If I remember correctly, Skyfall (dir. Sam Mendes, 2012) gave us a James Bond who had to consider the fact that he was growing older, and that perhaps his days as the world’s most famous secret agent were numbered. The most recent entry in this long-running series, Spectre (dir. Sam Mendes, 2015), suggests that James Bond may be growing tired of his career and his license to kill. The film is entertaining. The settings, cinematography, music, and principal actors are spectacular. But there is nothing new here, and that shouldn’t necessarily be taken as criticism of the film. Viewers who choose to watch this film do so because they are familiar with the James Bond formula and want to submit themselves to it. They want the exotic locales, the beautiful women, the improbable and death-defying stunts, the mayhem, the evil villains with their absurd schemes to achieve some form of world domination. In this film, the villain is a man named Spectre, who claims to have been the engineer of all the various evil plots James Bond has encountered. He has conspired with the leaders of seven major world nations, including Britain, to create an Internet-based network that will give these nations (and Spectre) access to information about everything going on everywhere. There are, I think, clear references to the US Homeland Security Act, Patriot Act, Freedom of Information Act, etc. post 9-11.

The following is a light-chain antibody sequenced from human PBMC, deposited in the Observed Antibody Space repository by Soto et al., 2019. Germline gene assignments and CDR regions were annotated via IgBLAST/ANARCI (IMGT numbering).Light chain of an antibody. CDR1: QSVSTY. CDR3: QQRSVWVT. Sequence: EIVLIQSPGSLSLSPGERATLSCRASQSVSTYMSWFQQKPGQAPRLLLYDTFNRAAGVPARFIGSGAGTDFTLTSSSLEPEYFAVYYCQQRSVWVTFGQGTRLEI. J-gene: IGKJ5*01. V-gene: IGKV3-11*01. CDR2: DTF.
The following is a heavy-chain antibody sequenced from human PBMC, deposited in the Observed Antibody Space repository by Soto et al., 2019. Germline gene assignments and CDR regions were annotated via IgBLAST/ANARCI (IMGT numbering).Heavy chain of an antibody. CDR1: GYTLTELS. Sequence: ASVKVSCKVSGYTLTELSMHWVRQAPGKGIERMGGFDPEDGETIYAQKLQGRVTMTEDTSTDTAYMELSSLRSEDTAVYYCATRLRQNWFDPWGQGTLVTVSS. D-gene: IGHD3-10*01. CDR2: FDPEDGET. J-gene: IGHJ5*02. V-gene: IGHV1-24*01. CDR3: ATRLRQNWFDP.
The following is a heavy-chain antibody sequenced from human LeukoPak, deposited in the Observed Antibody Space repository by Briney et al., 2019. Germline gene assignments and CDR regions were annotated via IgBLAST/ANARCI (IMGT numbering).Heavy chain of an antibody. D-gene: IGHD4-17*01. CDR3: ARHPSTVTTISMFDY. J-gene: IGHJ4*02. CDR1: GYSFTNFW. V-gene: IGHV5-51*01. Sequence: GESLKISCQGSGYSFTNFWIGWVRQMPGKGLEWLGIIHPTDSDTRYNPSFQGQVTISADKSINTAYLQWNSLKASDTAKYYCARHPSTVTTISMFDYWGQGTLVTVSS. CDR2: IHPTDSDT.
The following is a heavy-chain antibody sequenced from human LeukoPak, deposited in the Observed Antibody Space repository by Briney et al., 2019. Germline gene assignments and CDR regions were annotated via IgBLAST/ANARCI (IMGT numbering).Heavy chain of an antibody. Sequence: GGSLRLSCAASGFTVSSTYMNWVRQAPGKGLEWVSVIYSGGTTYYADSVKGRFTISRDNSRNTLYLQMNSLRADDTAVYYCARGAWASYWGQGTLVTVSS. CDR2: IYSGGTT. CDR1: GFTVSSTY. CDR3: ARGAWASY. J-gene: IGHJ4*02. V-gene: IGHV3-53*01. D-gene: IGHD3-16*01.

It’s fun in a way to watch this
film knowing that although everything is at stake nothing is at stake. James
Bond will prevail. The fact that this
film hints at Bond’s own moral fatigue, which this viewer shares, having
watched over his lifetime most if not all of the James Bond films, is no